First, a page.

No day is bereft of material to write about…about which to write.  See, hear, touch, taste, and smell.  Then understand, react.  Then WRITE.

Note the particulars that make you your journal, your journal you.

Need more than this?  Need a book for starters?  “If you want to change your life and know that you have the answers within, then learning to journal as a tool for rediscovering what you already knew, is the best way I know how. This book stands alone; and if you want to have a master teacher guide you into the depths of your soul, get this book and the companion workbook.”  [Marcia C. Bliss comment in 2013]:  Journaling for Joy: Writing Your Way to Personal Growth and Freedom by Joyce Chapman, 1991, 2013.

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BY: JAMES F. O’NEIL

“Men are what their mothers made them.”  — Ralph Waldo Emerson

I thought and believed at one time that my mother was God, or at the very least a god-like figure:  https://memoriesofatime.com/2014/05/09/your-mother-is-not-god-shes-not/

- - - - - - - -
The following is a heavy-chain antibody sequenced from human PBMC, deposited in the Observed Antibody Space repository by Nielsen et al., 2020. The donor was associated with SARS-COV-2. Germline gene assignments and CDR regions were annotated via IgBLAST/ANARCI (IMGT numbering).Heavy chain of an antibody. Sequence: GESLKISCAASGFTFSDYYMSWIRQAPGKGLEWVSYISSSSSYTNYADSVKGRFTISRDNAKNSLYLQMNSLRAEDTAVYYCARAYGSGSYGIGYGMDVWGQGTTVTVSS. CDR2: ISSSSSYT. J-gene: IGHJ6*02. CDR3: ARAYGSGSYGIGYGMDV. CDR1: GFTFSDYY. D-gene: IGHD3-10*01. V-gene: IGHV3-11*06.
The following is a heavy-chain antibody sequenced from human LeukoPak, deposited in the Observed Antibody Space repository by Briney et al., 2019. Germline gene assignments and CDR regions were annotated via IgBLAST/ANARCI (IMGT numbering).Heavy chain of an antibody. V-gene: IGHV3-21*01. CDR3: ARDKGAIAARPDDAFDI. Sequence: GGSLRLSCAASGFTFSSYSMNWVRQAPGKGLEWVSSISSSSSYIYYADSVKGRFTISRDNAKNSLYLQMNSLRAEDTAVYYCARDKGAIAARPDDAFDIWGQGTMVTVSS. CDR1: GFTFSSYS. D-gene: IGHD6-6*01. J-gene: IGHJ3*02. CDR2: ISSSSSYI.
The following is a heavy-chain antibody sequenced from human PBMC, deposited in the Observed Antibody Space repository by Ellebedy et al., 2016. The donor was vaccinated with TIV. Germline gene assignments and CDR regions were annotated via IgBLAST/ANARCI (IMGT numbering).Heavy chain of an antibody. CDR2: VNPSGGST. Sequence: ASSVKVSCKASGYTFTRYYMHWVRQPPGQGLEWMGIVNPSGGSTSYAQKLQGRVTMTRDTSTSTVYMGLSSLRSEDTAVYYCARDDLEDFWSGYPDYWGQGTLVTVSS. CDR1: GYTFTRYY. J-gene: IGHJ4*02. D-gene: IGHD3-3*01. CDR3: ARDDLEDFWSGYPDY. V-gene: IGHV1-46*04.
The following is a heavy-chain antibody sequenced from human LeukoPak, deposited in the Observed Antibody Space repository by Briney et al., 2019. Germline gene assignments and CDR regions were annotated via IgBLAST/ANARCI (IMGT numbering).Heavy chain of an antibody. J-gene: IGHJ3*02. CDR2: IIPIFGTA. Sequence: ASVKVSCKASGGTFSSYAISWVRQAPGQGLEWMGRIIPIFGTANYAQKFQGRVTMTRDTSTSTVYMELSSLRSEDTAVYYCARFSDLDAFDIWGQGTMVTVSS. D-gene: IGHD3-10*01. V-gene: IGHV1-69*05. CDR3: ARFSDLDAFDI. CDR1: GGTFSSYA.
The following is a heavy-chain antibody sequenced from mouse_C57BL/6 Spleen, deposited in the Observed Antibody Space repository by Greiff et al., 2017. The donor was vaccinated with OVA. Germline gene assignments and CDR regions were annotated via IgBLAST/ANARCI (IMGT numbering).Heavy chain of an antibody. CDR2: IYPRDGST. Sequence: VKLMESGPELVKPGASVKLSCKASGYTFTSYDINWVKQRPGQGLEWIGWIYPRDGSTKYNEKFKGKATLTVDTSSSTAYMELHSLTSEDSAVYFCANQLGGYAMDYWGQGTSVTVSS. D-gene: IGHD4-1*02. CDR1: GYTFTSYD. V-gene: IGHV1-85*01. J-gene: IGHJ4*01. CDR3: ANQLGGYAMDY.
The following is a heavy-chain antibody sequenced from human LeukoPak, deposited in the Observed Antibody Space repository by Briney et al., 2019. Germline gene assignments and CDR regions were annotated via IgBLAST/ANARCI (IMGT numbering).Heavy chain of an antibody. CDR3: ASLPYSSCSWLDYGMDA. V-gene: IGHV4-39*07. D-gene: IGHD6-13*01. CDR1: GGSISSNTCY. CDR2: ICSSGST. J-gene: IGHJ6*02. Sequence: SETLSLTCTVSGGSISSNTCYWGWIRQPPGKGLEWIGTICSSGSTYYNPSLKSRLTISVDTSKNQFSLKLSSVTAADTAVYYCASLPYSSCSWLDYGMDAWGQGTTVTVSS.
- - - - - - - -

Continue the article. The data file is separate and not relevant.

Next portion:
For the past few weeks, I have been going through old journals, scissoring out unwanted and unneeded material.  Old essays, old emails, and old class notes–among other things.  Glued-in essays no longer relevant.  Gone.  Deleted.

So volume by volume, I page through.

On May 5, 2016, I was working on Volume 91: 12-11-2008–10-12-2009.

My reading became deliberate.  My entries slowed me down.  Few clips of the scissors.  More attention to the words.  A Mother’s Day.  A mother’s illness, and hospitalization.  A mother’s death [10-7-2009].  A chronology of events, details. 

Ironic timing: Another Mother’s Day is here. 

And some vivid memoriesofatime:

Mom in Ohio 2008Mom Relaxing on Swing, Ohio Cottage 2008

 

©  James F. O’Neil   2016